- Release Date: 12/12/2018
- Cast: Christian Bale, Amy Adams, Steve Carell, Sam Rockwell
- Director: Adam McKay
“WHEN YOU GOT THEM BY THE BALLS THEIR HEARTS AND MINDS WILL FOLLOW”
A phrase coined by Teddy Roosevelt that hung as a plaque in Charles Colson’s office. For the uninitiated, Charles Colson was the advisor to President Nixon and is considered by many to have been the one who masterminded and executed the Watergate Burglaries and tapping. As I sat through Adam McKay’s latest offering, I couldn’t help but recall these lines again and again as these in so many ways sums up the last few years of Dick Cheney’s existence as he rose from a near retirement to become one of the most powerful men in the USA as he enjoyed almost uncontrolled power and made decisions that not only affected thousands of lives but also that of his own.
A young Dick Cheney (Christian Bale) is ordered by his wife Lynne Cheney (Amy Adams) to make something of his life or she will leave him for sure. Dick resurrects himself from being a drunk and lands an internship in the heart of American politics. It is here that he comes in contact with one Donald Rumsfeld (Steve Carell) who handholds him and shows him around the corridors of power. Soon Dick finds his own footing for being someone who can speak and suggest the most impossible things and yet make them sound reasonable and achievable, a trait that helps him become the Chief of Staff during the tenure of President Ford. However,, with the fall of President Ford, his political dreams meet a premature break and he is forced to be sidelined. Atleast for the while.
However,, he soon gets back to the center of power during the term of Ronald Reagan, a time he considers to be the best under any president. Soon a time comes when he decides to take the leap for the oval office. Things don’t turn out well for him and he decides to tap out of the race. He seems set to retire to a peaceful retired life when he receives a call from George W. Bush who wants him to join his campaign as the next Vice President as he guns for the top post. Dick agrees after some minor alterations to the way a Vice President functions is agreed upon by Bush, chuckle! chuckle!
Apart from a few portions here and there, McKay’s story of a man who grew more ruthless by the minute remains engaging throughout. There is a certain tried and tested manner in which stories like these are told. McKay, however, brings his own style and skewed perspective to the storytelling. The method of having a narrator who breaks the fourth wall and is also an important part of the tale worked well for me. Not just that, the film is ripe with symbolism and subtle references. When Bush is trying to convince Dick to be his Vice, we see Dick offer changes as conditions for him taking over the post. The moment Bush agrees to his condition, the scene inter-cuts with a fish taking the bait and getting hooked. A not-so-subtle but effective symbolism. The film is laced with many such bits that really make the proceedings darkly funny. Even the end credits of the film show fish hooks of different shape, size, and color signifying the characteristic of Dick that made him the man that he ended up being. The film even has two end credit sequences.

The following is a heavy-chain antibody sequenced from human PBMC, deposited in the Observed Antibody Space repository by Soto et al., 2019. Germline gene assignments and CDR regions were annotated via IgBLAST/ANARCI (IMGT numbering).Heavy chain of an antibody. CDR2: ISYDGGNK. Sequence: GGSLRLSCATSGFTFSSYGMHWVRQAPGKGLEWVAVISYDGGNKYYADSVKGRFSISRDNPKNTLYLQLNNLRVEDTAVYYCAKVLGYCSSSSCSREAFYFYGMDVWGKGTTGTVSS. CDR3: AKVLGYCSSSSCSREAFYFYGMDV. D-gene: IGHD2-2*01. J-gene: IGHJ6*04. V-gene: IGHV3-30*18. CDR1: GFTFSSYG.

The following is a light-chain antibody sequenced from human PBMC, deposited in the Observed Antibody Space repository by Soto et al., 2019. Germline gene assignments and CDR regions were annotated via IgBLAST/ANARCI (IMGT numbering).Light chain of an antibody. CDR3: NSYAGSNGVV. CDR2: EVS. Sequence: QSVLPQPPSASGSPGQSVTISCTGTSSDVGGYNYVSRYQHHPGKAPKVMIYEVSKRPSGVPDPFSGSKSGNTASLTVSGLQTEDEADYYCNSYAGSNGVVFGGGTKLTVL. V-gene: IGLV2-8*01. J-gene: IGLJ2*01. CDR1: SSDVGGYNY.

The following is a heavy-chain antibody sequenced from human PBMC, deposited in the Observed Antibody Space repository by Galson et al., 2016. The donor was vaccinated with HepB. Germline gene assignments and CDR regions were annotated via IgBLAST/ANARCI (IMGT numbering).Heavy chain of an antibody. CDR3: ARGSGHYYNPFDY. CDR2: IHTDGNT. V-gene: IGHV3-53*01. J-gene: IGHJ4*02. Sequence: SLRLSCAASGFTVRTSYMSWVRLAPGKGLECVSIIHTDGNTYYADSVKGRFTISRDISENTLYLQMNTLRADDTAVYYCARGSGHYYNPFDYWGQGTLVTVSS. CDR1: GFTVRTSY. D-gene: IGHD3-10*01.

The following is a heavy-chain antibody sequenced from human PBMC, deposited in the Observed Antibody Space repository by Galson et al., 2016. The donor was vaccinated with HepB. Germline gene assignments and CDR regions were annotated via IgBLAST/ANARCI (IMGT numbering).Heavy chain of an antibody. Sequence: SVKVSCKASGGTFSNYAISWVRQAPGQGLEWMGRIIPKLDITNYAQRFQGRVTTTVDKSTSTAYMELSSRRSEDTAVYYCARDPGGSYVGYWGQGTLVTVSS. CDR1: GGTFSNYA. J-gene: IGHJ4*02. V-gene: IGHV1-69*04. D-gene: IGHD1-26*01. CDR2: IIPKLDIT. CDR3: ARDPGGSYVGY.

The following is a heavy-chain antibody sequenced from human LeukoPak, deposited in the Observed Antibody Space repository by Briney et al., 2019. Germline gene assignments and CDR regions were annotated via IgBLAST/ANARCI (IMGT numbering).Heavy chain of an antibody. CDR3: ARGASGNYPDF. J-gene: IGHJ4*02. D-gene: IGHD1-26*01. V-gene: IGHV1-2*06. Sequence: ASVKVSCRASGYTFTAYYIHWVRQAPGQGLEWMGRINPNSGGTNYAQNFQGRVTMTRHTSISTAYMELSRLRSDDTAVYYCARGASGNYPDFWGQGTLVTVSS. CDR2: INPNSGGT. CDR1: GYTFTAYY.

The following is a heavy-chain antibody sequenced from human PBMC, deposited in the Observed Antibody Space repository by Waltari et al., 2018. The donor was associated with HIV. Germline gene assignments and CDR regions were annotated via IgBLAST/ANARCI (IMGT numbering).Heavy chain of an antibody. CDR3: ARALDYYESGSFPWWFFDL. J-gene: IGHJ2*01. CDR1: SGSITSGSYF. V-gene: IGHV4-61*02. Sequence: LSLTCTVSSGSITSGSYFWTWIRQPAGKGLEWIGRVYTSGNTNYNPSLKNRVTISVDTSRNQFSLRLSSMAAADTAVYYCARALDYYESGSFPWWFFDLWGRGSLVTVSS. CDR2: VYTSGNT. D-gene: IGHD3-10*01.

The film has some interesting facts to share with the uninitiated viewers. I didn’t know much about the origin of ISIS and this film shows us how a simple cover-up led to the rise of one of the biggest mass murderers in the history of the world. Dick Cheney was not afraid to crucify his own people if they went against him — a fact that is documented in how he leaks the identity of an undercover CIA operative when her journalist husband writes against the government. The film is peppered with many such interesting anecdotes all throughout the narrative.
Christian Bale as Dick Cheney is terrific. I thoroughly enjoyed his act. He gained substantial weight for essaying the character and one has to agree that the make-up work is so natural that it is nearly impossible to find the rough edges. As far as the performance is concerned, we are all aware of Bale’s acting prowess and he ensures that Cheney remains accessible and believable. There were moments in the film when I forgot that I watching a performance and viewed his act as the real deal. I believe that is when you know that an actor has done a great job. I cannot say anything against Amy Adam’s performance as she did a fine job but I didn’t like her here for the simple reason that it was the sequences were her essay was heavy that the film dragged.
Steve Carell makes for an exceptionally good Donald Rumsfeld. As his character grows older, he resembles the real man even more. I loved his cocky sense of judgment and humor. He has an impeccable timing of give-and-takes with Bale’s character and that helps his character assume even more importance and likeability. I was very apprehensive about Sam Rockwell playing President Bush but for the simple reason that he is more of a character than an actor. He has some iconic roles sticking to that face of his and it’s almost impossible to shrug those characters off when you put an eye on the man. He was, however, the biggest surprise of the film for me.
Vice hasn’t found the kind of takers that I believe it deserves. Bale doesn’t have much of an Oscar Buzz around his performance which was surprising for me. It is the kind of film that can be watched multiple times for its dense screenplay, performances and the craft that McKay brings to the table. I thoroughly enjoyed it and wouldn’t mind sitting through it a couple times a year.
Rating: 3.5/5 (3.5 out of 5 Stars)